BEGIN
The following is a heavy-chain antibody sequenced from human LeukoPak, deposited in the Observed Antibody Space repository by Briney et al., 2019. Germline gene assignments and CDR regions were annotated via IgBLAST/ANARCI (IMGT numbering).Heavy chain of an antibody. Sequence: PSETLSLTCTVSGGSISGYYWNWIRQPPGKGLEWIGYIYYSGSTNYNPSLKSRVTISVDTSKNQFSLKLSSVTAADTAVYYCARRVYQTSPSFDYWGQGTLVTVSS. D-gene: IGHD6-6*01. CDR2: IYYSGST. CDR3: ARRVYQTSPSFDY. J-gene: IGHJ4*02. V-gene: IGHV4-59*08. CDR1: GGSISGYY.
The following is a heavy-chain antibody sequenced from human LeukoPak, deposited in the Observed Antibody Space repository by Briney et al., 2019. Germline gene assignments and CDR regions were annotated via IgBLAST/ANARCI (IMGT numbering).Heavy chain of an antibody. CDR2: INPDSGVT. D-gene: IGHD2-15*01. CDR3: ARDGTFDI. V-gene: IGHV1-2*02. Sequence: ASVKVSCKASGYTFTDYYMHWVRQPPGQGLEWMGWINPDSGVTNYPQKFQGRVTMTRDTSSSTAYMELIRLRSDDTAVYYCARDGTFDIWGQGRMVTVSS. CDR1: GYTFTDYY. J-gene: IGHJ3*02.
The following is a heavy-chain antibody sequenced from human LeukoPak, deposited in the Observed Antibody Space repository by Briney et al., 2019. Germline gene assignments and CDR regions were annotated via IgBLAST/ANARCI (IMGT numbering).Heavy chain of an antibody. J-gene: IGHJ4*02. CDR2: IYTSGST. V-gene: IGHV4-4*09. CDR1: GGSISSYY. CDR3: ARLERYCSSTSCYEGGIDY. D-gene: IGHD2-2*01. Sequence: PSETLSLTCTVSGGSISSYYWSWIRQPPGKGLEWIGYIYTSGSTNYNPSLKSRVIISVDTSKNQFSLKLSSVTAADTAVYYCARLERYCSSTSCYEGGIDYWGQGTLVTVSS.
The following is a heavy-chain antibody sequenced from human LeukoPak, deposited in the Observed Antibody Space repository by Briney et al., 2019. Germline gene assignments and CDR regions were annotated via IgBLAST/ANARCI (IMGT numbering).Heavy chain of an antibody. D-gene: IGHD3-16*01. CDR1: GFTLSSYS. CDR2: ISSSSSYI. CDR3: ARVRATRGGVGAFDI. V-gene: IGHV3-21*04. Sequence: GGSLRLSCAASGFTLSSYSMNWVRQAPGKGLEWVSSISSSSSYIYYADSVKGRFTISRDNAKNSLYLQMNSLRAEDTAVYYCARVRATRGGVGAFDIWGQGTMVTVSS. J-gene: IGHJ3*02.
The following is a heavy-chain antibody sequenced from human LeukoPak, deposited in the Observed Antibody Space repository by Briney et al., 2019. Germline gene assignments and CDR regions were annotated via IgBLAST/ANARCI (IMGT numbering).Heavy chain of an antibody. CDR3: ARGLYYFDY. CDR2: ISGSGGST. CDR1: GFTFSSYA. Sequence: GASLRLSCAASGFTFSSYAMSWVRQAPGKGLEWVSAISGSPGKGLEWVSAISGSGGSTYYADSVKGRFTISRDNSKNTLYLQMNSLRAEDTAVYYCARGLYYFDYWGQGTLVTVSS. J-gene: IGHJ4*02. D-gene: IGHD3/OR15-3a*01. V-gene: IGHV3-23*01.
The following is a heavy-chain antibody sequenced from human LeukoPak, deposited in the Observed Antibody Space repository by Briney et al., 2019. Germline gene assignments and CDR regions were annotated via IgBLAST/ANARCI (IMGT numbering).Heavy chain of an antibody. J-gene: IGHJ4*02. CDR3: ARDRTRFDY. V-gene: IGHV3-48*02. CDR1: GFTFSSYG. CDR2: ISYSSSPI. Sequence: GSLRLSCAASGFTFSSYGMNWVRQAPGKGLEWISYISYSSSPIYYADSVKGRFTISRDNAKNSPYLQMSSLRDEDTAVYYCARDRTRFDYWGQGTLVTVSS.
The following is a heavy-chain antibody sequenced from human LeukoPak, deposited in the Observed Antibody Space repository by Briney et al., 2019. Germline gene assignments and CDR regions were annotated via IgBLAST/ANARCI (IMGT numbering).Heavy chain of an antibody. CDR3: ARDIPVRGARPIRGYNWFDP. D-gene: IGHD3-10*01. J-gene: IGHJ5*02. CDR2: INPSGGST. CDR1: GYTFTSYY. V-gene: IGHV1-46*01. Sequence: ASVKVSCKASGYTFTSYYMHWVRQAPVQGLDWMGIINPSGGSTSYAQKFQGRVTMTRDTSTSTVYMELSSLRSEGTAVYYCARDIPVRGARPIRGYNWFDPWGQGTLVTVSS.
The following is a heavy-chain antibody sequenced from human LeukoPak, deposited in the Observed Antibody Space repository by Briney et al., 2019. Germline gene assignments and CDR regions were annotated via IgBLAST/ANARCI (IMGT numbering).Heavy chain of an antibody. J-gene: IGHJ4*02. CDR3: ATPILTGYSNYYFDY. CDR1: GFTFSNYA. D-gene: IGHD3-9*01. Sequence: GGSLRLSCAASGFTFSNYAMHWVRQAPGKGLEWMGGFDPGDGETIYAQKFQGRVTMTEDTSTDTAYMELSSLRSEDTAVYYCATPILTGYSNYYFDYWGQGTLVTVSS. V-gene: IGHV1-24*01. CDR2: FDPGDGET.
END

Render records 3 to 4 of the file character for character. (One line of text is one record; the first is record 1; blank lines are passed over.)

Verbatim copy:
The following is a heavy-chain antibody sequenced from human LeukoPak, deposited in the Observed Antibody Space repository by Briney et al., 2019. Germline gene assignments and CDR regions were annotated via IgBLAST/ANARCI (IMGT numbering).Heavy chain of an antibody. J-gene: IGHJ4*02. CDR2: IYTSGST. V-gene: IGHV4-4*09. CDR1: GGSISSYY. CDR3: ARLERYCSSTSCYEGGIDY. D-gene: IGHD2-2*01. Sequence: PSETLSLTCTVSGGSISSYYWSWIRQPPGKGLEWIGYIYTSGSTNYNPSLKSRVIISVDTSKNQFSLKLSSVTAADTAVYYCARLERYCSSTSCYEGGIDYWGQGTLVTVSS.
The following is a heavy-chain antibody sequenced from human LeukoPak, deposited in the Observed Antibody Space repository by Briney et al., 2019. Germline gene assignments and CDR regions were annotated via IgBLAST/ANARCI (IMGT numbering).Heavy chain of an antibody. D-gene: IGHD3-16*01. CDR1: GFTLSSYS. CDR2: ISSSSSYI. CDR3: ARVRATRGGVGAFDI. V-gene: IGHV3-21*04. Sequence: GGSLRLSCAASGFTLSSYSMNWVRQAPGKGLEWVSSISSSSSYIYYADSVKGRFTISRDNAKNSLYLQMNSLRAEDTAVYYCARVRATRGGVGAFDIWGQGTMVTVSS. J-gene: IGHJ3*02.